A Los Angeles homeless man has been captured on video hurling his own feces at a business owner, who blasted city officials for “not caring” about the growing transient crisis.
Paul Scrivano, owner of the Blue Dog Beer Tavern near Ventura Boulevard in Sherman Oaks, shared footage of the pantsless man throwing a bag of waste on the hood of his car.
“Every day, it’s like ‘One Flew Over the Cuckoo’s Nest,’” Scrivano told FOX11 on Tuesday of the unhoused individuals who frequent the area around his tavern.
“Literally a psych ward.”
Scrivano said one man in particular openly defecates on Ventura Boulevard.
“Every single morning, I’m wiping that off my property before I have to do business,” Scrivano said.
Theo Marvo, owner of the Sherman, a nearby restaurant, shared Scrivano’s exasperation.
“It’s mostly the criminal aspect of the homeless and unhoused,” he said.
Attorney Larry Spade, chair of the Homelessness Committee for the Sherman Oaks Homeowners Association, said business owners have a right to be frustrated.
“Many business owners are at their wits’ end, they’re not getting the responsiveness that they need and that they deserve,” he explained.
“Individual homeless people will camp out in front of a store, make it their home, bring their possessions, use it as a bedroom. In the morning, when the business owners come to open up, they have to try to deal with a homeless person literally blocking the entrance to their business and then, they have to deal with cleaning up hazardous waste right in front of their business, right in Sherman Oaks, right on Ventura Boulevard.”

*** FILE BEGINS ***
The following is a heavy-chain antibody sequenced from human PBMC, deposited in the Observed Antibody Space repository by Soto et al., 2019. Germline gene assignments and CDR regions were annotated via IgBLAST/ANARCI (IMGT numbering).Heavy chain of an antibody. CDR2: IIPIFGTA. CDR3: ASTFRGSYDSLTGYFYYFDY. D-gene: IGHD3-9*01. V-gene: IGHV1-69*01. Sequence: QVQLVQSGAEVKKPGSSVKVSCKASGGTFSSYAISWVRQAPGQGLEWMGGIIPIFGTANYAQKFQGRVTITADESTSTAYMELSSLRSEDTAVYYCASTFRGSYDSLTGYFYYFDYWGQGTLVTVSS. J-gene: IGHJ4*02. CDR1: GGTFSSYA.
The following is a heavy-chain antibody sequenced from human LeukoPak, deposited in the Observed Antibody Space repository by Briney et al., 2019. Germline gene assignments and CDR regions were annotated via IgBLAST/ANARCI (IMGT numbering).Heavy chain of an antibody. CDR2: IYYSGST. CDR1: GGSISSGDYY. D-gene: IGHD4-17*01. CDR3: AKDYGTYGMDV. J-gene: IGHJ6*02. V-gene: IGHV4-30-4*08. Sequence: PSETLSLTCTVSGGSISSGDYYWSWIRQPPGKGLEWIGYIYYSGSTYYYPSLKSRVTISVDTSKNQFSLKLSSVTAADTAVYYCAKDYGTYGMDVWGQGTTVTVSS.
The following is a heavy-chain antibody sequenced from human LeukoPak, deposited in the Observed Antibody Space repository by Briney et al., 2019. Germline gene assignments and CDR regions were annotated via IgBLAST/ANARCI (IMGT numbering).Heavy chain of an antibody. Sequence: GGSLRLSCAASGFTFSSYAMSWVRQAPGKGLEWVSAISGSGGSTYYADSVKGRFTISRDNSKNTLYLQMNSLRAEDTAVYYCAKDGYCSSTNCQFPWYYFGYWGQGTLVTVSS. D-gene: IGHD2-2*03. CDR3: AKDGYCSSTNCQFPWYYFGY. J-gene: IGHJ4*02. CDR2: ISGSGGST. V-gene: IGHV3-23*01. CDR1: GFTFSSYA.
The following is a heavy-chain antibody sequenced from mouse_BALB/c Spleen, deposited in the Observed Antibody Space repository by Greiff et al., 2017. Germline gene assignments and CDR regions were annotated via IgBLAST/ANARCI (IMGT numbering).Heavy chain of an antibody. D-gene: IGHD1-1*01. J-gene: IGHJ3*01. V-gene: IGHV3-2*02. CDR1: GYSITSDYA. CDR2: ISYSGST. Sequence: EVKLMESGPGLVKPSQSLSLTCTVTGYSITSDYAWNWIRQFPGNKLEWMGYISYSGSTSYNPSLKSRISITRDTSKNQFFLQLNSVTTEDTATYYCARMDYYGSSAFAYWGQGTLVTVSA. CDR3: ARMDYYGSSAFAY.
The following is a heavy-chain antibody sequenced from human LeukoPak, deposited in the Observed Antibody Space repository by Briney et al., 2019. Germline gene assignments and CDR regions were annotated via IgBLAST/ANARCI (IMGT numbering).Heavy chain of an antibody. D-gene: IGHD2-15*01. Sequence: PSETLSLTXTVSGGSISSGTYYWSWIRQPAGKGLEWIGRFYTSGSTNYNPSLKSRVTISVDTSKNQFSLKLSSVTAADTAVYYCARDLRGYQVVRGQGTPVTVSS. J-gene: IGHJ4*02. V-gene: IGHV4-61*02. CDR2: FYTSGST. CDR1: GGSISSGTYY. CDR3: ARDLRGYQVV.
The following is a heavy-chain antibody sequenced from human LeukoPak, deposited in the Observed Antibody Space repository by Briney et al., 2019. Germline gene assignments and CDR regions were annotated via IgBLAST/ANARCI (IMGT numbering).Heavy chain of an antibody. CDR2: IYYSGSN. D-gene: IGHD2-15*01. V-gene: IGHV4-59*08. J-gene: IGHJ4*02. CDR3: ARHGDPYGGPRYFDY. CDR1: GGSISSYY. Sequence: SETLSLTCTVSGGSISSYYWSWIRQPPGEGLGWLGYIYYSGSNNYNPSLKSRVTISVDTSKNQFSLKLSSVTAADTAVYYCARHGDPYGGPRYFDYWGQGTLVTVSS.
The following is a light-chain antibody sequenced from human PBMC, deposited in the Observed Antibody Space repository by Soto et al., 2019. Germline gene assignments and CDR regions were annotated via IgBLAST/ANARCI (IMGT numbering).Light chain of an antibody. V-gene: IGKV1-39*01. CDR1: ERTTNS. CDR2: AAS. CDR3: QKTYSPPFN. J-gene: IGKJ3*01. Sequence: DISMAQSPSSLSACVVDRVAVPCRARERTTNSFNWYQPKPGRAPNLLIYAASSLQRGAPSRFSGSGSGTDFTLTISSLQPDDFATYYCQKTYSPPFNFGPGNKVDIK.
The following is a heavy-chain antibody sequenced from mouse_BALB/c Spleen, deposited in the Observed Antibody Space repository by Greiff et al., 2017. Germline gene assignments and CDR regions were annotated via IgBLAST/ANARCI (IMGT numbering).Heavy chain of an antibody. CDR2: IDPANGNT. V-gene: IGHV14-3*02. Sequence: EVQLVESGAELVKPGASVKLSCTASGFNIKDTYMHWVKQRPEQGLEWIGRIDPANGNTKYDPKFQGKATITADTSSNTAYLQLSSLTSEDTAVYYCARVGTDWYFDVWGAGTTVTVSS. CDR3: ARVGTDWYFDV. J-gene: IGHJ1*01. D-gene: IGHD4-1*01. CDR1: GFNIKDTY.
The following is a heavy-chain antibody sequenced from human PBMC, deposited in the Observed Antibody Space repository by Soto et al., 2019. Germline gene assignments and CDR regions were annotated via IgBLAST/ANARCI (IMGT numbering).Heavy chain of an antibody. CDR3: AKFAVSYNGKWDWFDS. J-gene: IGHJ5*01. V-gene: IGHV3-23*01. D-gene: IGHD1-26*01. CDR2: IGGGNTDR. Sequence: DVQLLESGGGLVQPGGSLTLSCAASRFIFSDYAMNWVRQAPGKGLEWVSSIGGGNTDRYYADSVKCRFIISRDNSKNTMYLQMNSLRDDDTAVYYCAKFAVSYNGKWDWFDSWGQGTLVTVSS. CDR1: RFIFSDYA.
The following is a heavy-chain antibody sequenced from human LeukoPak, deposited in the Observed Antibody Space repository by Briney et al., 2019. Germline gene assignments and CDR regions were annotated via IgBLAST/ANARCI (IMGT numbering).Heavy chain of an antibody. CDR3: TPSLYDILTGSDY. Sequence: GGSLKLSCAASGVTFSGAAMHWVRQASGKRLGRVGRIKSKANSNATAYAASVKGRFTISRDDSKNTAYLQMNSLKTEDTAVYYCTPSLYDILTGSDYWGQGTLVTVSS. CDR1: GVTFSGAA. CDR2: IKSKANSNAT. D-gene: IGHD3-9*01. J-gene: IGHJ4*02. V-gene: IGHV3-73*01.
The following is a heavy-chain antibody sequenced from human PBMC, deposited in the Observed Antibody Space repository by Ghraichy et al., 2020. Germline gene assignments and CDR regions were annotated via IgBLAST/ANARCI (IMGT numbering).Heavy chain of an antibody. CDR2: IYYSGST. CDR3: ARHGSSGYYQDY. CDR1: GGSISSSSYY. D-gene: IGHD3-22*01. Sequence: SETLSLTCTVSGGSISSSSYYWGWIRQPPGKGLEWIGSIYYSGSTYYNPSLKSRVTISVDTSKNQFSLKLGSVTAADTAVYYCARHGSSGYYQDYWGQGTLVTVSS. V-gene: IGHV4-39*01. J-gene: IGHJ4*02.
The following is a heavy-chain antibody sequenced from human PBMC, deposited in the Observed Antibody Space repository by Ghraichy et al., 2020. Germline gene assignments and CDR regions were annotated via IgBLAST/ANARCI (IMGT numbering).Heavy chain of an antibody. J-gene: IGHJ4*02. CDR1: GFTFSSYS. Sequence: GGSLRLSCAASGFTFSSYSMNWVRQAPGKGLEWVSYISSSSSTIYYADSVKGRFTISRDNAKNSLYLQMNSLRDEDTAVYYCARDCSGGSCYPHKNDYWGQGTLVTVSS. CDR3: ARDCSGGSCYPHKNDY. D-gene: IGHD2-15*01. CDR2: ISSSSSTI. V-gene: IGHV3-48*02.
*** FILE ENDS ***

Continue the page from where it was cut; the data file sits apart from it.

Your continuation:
Scrivano, for his part, has repeatedly sent videos of unhoused people making threats and relieving themselves on Ventura Boulevard to the office of Councilwoman Nithya Raman, who represents Sherman Oaks.
But Raman’s office responded by telling him to stop sending graphic material.
“Nithya Raman does not care, she does not care,” Scrivano said.
When pressed on the issue by FOX11, Raman replied that the homeless crisis is more complex than people think.
“The reality is that people who are experiencing homelessness are still individuals who are there on the streets because they don’t have a home,” she said.
“Where is the compassion in leaving someone on the street when they clearly cannot help themselves in any way? I don’t believe that anyone who is suffering from mental illness should not be receiving the care that they deserve.”
But with mental health resources in the community already stretched thin, most people are on the streets without getting the help they need.
“The rights of the homeless cannot exceed the rights of the homeowners and the business owners,” Slade reasoned.
“There has to be a balance between those two rights, and right now, that balance is tipping mightily in favor of the homeless to the detriment of the people that live here and work here. We’re not insensitive to these issues, but it’s gotten to the point, it’s beyond control and something has got to give.”
Los Angeles isn’t the only major city struggling to accommodate unhoused people. Last week, The Post reported on a troubled homeless man who was finally arrested after assaulting several people on the Upper West Side.
“This is becoming a daily story,” a Manhattan police officer told The Post at the time.
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